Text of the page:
Scientists at The Pirbright Institute have used genetic engineering to develop a more efficient and effective vaccine for Marek’s disease which could pave the way for a new generation of poultry disease vaccines.
The Pirbright Institute is one of the largest recipients of the Government’s new £120 million fund to fight deadly diseases – winning £1.580 million with its partners, for a joint project to develop a safe and effective livestock vaccine against Rift Valley fever.
Studies assessing the effectiveness of anti-viral treatments for swine flu and those seeking to understand the behaviour of the virus, must factor in the route of infection during experiments, as this has a greater impact on results than previously thought, a new study from The Pirbright Institute has found.
Influenza A virus (IAV) is a global health threat. The infection in pigs causes severe disease when combined with other respiratory pathogens, and can result in considerable economic losses to farmers, and poses a significant risk to humans too.
Scientists at The Pirbright Institute have been encouraged by the results from a potential new vaccine candidate against Marek’s disease (MD). Using a recombinant (new combinations of genetic material) adenovirus which carries a single gene from a virulent strain of Marek’s disease virus, they are hopeful that further research and trials could lead to the production of an effective MD vaccine that is cheaper and easier to produce - and crucially has no possibility of reverting to a virulent strain.
The full potential of genetic modification or GM technology to tackle some of the world’s most dangerous diseases is still not being realised well over a decade after it was first developed. The lack of effective international regulation, regional variations in public opinion and uncertainties about the long-term effects are all hindering progress, say scientists from The Pirbright Institute, in a new discussion paper.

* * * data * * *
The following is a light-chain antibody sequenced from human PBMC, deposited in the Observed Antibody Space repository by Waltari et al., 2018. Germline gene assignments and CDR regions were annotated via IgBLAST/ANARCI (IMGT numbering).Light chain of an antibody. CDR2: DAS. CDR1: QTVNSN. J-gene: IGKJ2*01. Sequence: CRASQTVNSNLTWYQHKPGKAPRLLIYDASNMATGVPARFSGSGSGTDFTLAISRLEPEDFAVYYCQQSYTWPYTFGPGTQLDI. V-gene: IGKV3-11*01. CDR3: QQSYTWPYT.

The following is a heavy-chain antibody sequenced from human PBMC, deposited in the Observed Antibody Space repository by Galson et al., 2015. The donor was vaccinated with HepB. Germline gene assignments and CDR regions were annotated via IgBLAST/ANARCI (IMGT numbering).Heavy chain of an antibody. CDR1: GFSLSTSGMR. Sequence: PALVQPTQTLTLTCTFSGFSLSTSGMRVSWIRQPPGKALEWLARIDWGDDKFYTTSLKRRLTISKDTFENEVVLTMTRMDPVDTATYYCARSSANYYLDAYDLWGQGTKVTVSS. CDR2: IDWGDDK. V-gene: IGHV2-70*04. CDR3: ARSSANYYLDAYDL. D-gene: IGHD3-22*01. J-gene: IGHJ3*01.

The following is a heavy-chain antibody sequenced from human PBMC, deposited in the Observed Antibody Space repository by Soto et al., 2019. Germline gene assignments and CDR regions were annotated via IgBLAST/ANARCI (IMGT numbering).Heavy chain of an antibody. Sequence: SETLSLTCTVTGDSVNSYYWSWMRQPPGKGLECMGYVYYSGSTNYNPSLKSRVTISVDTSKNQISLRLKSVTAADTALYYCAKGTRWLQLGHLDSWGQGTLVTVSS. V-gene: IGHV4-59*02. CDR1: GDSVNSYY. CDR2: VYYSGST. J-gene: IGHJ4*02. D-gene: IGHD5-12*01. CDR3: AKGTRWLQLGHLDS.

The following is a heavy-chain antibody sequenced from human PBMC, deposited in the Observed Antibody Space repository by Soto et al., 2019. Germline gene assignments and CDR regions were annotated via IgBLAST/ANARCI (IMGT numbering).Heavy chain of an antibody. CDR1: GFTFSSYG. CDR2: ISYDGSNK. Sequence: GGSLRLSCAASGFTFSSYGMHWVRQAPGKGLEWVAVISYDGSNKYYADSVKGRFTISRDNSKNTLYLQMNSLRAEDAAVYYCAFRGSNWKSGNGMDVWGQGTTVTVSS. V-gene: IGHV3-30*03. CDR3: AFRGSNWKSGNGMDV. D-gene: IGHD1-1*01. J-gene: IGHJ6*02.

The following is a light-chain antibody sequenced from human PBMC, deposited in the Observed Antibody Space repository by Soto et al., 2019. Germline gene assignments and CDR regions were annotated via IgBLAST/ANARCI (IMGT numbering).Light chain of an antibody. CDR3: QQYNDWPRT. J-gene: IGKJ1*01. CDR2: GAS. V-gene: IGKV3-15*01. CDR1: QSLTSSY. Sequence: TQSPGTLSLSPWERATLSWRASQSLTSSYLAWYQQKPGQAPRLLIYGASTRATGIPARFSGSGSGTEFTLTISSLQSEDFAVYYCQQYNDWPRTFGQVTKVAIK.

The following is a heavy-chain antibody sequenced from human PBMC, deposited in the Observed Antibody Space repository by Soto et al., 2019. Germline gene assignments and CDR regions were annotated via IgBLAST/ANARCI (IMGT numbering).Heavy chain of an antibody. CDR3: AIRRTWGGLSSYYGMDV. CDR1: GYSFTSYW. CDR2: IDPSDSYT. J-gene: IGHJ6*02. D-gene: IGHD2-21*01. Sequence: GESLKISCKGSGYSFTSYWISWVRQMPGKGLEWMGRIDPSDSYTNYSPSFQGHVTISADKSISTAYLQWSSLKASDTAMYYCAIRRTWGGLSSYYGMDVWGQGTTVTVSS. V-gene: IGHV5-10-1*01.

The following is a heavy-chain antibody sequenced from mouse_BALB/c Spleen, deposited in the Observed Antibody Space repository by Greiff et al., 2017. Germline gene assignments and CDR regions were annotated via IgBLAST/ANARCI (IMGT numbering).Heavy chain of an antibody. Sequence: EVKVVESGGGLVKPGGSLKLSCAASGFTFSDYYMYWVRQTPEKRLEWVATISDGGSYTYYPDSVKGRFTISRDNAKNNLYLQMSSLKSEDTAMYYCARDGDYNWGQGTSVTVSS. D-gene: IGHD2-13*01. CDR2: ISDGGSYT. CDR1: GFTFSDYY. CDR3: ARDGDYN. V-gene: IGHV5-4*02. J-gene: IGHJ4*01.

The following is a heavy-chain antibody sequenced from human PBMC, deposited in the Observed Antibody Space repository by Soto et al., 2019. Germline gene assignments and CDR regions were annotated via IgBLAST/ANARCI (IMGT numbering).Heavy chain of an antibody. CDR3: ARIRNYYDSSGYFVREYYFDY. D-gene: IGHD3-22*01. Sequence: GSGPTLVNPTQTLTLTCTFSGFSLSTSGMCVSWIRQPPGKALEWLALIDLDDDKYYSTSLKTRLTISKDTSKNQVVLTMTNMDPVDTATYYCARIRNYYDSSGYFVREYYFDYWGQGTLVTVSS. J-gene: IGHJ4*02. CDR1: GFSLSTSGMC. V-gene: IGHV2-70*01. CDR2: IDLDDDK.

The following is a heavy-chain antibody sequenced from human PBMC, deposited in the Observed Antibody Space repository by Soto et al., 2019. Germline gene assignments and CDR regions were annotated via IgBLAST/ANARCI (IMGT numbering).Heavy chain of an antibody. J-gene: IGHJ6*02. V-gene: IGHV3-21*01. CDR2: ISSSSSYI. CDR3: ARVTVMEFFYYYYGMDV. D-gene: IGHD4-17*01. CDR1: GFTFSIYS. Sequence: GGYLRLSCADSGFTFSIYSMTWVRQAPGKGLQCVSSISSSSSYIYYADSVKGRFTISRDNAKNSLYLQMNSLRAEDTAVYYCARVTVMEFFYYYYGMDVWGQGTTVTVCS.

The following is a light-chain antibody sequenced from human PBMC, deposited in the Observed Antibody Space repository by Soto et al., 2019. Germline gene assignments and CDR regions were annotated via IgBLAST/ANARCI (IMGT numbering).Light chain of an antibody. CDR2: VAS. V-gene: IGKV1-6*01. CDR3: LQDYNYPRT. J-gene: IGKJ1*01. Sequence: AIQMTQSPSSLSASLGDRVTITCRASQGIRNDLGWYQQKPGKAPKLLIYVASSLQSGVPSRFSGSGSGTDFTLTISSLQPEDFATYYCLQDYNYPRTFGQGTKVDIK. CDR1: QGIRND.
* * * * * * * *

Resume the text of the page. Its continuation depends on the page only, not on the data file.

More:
A large delegation from The Pirbright Institute will be flying the flag for great British science this week, at the biggest ever entomology conference.
Researchers at The Pirbright Institute have developed a field test to diagnose African horse sickness, which is reliable, fast and simple to use.
African horse sickness (AHS) is a viral disease that infects all equine species and is often fatal in horses and mules. It has become economically significant within the last century; with outbreaks impacting on the Iberian and Arabian Peninsula, the Middle East, the Indian subcontinent and North Africa.
Scientists discover maleness gene in malaria mosquitoes, opening the way for genetic control of the disease
Scientists, led by Dr Jaroslaw Krzywinski, Head of the Vector Molecular Biology group at The Pirbright Institute have isolated a gene, which determines maleness in the species of mosquito that is responsible for transmitting malaria.
Scientists at The Pirbright Institute are confident they have identified a safe and effective vaccination strategy for African horse sickness virus (AHSV) – the battle is now to build a business case persuasive enough to encourage a manufacturer to develop it and finally bring it to market.
The Pirbright Institute has signed an international partnership agreement with IZSLER(1), the leading Italian animal disease research body, to jointly produce cutting edge diagnostic kits for foot-and-mouth disease (FMD).